I am constantly asked these questions... so I am very curious to know what explanations others may have:
Why did Rama banish Sita because a washerman doubted her faithfulness? What is the lesson for us? Why does a God behave so callously?
Why are the Puranas and Hindu mythology filled with Gods defeating Demons? What practical wisdom or significance does it have for a person's life? There is hardly a sense of ahimsa in such stories - it is dramatically misleading.
What is the lesson of Tara living with Soma (God of the Moon) and refusing to return to her husband Brihaspati (Teacher of the Gods), which leads to war? What symbolism is there in even the Gods behaving as humans do? Who is there to guide the way? How is Brihaspati meant to teach the Gods when he deals with the situation with such lust and attachment?
What is the symbolism of Brahma fornicating with his own daughter Sandhya? What is the lesson for humanity?
I am asked again and again why the Gods are not behaving with compassion and all-knowing wisdom and mostly - a lack of attachment and selfishness - in the mythological stories? Because who would want to pray to Gods who behave so selfishly and lustfully?
Rama is indeed worshipped as god...but Rama was an avatar of god as a man. So though he showed many great qualities he also had some faults. There are various turns in the Ramayana where Rama became despondent. When a Hindu worships Rama, he worships the divinity through Rama...it is not a frozen deity he is addressing himself to. It is energy flowing into him from the deity...and he too is energising the form of the deity with his consciousness of it.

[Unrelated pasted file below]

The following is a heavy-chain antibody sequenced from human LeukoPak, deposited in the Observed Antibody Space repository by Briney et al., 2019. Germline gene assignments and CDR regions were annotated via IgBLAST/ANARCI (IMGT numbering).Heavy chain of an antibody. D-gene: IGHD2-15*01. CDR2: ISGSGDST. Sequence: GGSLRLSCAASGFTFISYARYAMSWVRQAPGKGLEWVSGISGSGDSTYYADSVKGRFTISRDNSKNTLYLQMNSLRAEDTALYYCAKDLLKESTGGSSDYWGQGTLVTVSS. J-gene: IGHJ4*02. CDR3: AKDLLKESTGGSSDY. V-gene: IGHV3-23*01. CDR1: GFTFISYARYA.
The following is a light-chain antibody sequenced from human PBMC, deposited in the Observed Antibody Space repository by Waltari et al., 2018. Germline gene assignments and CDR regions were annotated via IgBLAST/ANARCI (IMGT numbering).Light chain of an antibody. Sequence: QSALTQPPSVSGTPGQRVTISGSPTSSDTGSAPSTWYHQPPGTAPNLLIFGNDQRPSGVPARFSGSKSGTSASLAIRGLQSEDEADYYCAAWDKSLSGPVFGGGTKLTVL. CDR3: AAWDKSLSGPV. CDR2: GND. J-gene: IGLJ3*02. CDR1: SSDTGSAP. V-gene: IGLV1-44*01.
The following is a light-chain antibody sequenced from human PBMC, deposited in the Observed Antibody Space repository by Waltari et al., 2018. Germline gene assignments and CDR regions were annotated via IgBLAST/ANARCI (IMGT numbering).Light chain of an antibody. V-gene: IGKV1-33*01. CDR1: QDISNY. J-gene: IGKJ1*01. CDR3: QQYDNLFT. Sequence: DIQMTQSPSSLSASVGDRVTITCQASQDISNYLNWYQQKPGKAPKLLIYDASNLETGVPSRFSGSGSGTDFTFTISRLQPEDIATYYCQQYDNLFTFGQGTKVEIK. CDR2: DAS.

Indeed as you say, Rama banished Sita. It is a poignant turn in his story. But he did it for setting an example as a king. It is a controversial decision no doubt. In today's libertarian scenario, people in positions of power commit many crimes and manage to get away. But Rama was prepared to himself suffer and also inflict suffering on his dear wife for the sake of the people. If you cannot forgive him for these actions, it is your right..You can choose some other ishtha devata for yourself. If you have to be satisfied with everything in a religion many millenias old to start worshipping and spiritually evolving, you may have to wait for a long long time.
You ask why the puranas are full of the stories of gods defeating demons...perhaps the same reason why film heros keep on gaining victory over villains...and fairy tales end with 'they lived happily forever'.
You see, the various gods of Hinduism, especially the devas and the minor deities, should not be taken as God..but as various divine manifestations that have their strong points and weaknesses... You can pray to them for things they can do for you, but you need not take them to be the omniscient all-pervading almighty!
Violence and anger are part of man, and not only Hindu mythology, but those of other religions too are full of violence.
I am not so well versed in Vedic symbolism and cannot tell you the meaning of Brahma's 'fornication' with his daughter Sandhya? But I can see that the term daughter for Sandhya is itself figurative. And as you say, it is a symbolism...don't be greatly exercised over it.
Hinduism is a vast ocean into which various rivers of devotion, philosophical enquiry and yogic practice flow. The mythological stories are perhaps only ways of clothing some perceived truth. As times change, the original thrust of the meaning is lost.
Look to texts like the Upanishads, Bhagavad Gita and Bhagavatham for the compassion and all knowing wisdom that you seek. You may indeed find them there. The truth of the Vedas is that everything that you are searching for is within yourself!